Patient Perception is Reality.

(This is part III. Click here for part II. Click here for part I.)

The late great Peter Drucker surmised that the purpose of any business is to create and keep a client.  Mr. Drucker challenged organizations to ask and answer:

  1. What is my business?
  2. Who is my client?
  3. What does my client consider value?

If you are in the health care business, your clients are your patients, their families, and visitors.  If you do a substandard job, the word will spread quickly.  If you do a fantastic job, the word will also spread (I have probably told the story of Three Rivers Endoscopy’s waiting room with the aviary and the complimentary stationary to 25 people).

The idea of going to see a doctor is a traumatic experience for many people.  Most of us simply want to be treated with respect and we want to have confidence that we are in good hands.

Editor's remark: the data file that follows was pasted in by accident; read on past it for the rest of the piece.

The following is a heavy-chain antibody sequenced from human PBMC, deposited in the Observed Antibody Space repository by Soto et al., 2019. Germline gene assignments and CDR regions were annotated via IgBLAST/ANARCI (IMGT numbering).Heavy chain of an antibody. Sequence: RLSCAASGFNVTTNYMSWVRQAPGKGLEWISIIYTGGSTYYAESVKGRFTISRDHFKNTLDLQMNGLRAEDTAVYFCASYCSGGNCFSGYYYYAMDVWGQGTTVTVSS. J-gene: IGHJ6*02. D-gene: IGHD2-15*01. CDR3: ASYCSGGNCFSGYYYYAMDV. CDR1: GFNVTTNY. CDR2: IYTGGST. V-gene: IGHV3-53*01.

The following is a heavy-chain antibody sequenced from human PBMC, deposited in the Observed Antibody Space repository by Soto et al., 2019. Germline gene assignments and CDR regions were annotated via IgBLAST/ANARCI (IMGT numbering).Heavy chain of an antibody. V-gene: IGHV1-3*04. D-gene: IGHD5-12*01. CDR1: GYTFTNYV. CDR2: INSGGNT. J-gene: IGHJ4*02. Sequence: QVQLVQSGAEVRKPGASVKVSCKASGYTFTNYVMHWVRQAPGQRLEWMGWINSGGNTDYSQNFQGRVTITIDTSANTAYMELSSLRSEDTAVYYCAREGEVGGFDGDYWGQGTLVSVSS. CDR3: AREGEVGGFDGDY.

We are looking closely at how clean your facility is and how the equipment in your facility appears.   Are the tools of your trade modern or do they look “tired?”

Impressions matter.  The more professional you are; the more confidence we have in your ability to provide us with care that heals.

If you want to ensure that the perception your patients and families have about your organization is positive; simply ask.  Ask both us and yourself, “What are we doing right?"  "Where can we improve?”  The next step is to take the feedback and put it to good use. 

 

This article was written by William P. Summers
Mr. Summers first learned about hygiene and the dangers of cross contamination as a cook in the US Army. He spent several years as a facility hygiene consultant and has advised hospitals in Europe and Asia on American hygiene techniques.

 

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